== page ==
Governor DeWine delivers his first State of the State address
On March 5, 2019, Governor Mike DeWine (R) delivered his first State of the State address during a joint House and Senate session. Governor DeWine returned to past tradition and spoke from the Ohio House chamber in the Statehouse.
In interviews earlier this week, the governor promised the speech would contain no surprises. However, the State of the State address did provide more details on his upcoming budget proposal and certain policy priorities that were previously unknown. In a speech that lasted about 45 minutes in length, the governor restated his administration’s top priorities, previewed the introduction of the state’s general operating budget, which is scheduled to be formally introduced by March 15, and called for Ohioans to work together to move the state forward.
The governor repeatedly said that now is the time to invest in Ohio’s future and implored republicans and democrats to govern together so the state can move forward.
The governor opened the policy portion of his remarks by calling for investment in Ohio’s roads and bridges. With debate over the $7.4 billion transportation budget (H.B. 62) in full swing in the Ohio House, Governor DeWine reiterated his call for an 18-cent increase to the motor fuel user fee. The governor cited the hundreds of thousands of miles of roadways and bridges that need attention. Earlier this year, the Ohio Department of Transportation reported to the General Assembly that the state faces a funding shortfall that imperils routine maintenance as well as needed expansion of Ohio’s roadways and bridges to continue economic development and growth. The governor detailed the full extent of the shortfall—at least $1.2 billion per year. He described the proposed $0.18 increase to the motor fuel user fee as a “minimalist” approach that will raise only the “bare minimum” of what is needed.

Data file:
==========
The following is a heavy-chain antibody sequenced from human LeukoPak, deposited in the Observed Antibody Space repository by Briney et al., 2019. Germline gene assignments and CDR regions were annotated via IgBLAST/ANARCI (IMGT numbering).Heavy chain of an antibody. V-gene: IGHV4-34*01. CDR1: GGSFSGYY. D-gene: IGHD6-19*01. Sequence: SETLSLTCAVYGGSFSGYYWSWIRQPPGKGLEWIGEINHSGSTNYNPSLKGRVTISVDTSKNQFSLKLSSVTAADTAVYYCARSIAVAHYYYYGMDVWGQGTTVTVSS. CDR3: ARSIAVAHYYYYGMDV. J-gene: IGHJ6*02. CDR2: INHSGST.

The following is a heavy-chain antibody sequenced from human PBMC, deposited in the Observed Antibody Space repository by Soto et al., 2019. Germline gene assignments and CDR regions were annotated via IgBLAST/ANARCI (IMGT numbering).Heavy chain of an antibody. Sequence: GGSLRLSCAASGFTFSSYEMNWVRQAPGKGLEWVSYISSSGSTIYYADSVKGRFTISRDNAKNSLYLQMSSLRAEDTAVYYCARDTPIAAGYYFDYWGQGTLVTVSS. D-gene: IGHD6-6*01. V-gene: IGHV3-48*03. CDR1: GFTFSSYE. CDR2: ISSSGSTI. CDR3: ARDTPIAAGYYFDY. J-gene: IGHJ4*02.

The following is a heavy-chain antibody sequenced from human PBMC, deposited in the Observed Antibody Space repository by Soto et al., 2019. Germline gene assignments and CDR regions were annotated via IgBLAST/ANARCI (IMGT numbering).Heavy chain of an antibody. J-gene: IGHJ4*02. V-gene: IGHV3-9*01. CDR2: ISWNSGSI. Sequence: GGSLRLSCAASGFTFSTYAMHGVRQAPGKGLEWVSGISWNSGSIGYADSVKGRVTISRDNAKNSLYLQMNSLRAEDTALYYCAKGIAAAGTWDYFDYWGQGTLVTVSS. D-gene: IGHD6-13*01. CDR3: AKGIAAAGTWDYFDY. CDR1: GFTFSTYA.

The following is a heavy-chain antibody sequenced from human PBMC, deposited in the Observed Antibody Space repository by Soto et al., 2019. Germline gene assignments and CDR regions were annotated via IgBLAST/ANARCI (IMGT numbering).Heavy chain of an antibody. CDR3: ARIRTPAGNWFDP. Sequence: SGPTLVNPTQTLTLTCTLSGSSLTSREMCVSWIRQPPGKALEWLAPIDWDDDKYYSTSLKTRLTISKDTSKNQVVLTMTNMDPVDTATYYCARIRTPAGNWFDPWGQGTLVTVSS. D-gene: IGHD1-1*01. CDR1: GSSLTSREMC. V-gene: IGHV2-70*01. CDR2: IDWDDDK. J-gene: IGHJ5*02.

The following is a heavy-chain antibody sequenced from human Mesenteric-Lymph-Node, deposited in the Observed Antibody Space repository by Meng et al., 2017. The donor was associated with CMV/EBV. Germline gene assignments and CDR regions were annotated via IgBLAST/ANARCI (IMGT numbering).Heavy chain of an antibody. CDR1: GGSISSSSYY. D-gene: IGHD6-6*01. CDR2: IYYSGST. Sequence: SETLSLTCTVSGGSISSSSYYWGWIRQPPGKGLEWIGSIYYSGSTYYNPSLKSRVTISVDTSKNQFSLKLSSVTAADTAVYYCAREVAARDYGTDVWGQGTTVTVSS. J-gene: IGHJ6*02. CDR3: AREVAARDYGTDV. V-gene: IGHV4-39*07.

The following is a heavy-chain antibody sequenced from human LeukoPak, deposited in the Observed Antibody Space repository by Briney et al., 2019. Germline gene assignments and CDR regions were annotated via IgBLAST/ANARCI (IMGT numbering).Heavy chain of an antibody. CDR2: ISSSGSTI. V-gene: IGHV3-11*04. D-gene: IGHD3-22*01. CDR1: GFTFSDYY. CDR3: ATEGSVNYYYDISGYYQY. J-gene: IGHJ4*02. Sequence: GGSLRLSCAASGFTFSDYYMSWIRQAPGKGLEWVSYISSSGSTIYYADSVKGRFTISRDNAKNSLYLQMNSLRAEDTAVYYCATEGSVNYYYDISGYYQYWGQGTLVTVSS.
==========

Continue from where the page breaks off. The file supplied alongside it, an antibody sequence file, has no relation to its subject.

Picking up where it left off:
The House plans to make its amendments and vote on the transportation budget this week and send the legislation to the Senate. The entire transportation budget must be adopted by March 31.
FY2020-2021 State Budget
The governor previewed his budget proposal, which must be introduced by March 15, stating that his proposal will plant the seeds for future opportunity. Utilizing the speech’s theme of investing in Ohio’s future, Governor DeWine proposed new programs and initiatives to enhance workforce development, education at all levels, economic development and public health.
State law requires that the two-year operating budget be passed and signed by June 30. While the governor’s speech was light on details, he did highlight the broad subject areas that defined his campaign and those that are expected as the centerpieces of his administration.
Governor DeWine has made children a focus of his administration, starting with some of his very first acts as governor. Not surprisingly, large portions of the address centered on his administration’s plans to address public health issues facing children and early childhood education. At one point, he remarked that education is the key to opportunity and equality and, later, pledged to increase investment in quality, early childhood education.